WASHINGTON — As Congress gears up for two weeks of intense debate on immigration reform, passing an effective reform bill remains a possibility. In the Free Trade Bulletin “Comprehensive Immigration Reform: Finally Getting It Right,” Daniel Griswold, director of the Cato Institute’s Center for Trade Policy Studies, provides a pragmatic solution to the United States’ failed immigration policy.
America’s immigration problem has two causes: an increased demand for low‐skilled, mainly service sector jobs, and a decreasing supply of native‐born Americans willing to take these jobs. As the nation’s economy expands, increasing numbers of low‐skilled workers are required to support and facilitate the expansion of middle‐class jobs — a void most often filled by immigrants.
“Despite these powerful economic and demographic realities, our immigration system contains no legal channel for lower‐skilled foreign‐born workers to enter the country legally to fill the jobs that an insufficient number of Americans want,” Griswold points out.
The government’s approach of “enforcement only,” has yielded a number of unfortunate consequences, failing to address immigration’s underlying causes. Griswold proposes instituting a temporary worker program to fill the labor gap, enabling workers to enter the country legally. “If foreign‐born workers are allowed to enter the country through a safe, orderly, and legal path, the number choosing to enter illegally will drop sharply,” he writes.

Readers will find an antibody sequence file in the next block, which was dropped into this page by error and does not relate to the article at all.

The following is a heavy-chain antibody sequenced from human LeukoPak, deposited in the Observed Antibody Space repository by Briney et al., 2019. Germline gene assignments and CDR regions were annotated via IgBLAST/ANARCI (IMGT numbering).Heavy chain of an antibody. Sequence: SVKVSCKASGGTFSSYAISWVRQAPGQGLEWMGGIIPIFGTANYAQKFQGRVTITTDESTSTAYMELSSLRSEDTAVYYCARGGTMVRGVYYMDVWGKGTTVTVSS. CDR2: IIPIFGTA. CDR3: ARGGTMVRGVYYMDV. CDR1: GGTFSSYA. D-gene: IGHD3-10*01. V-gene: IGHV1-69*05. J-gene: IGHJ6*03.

Griswold’s plan includes issuing an adequate number of temporary visas to temporary workers, providing sufficient mobility between jobs and freedom from undue regulation. Additionally, he advocates offering a workable path to legal status for illegal immigrants already working in the U.S..
“Comprehensive immigration reform would provide a predictable, legal, and modestly growing labor force to provide a wider and more affordable array of goods and services for American households,” Griswold concludes, “and reaffirm our ideals as a nation that has traditionally welcomed immigrants who come here to work hard and build better lives for themselves and their families.”
Free Trade Bulletin no. 29: http://www.freetrade.org/pubs/FTBs/FTB-029.html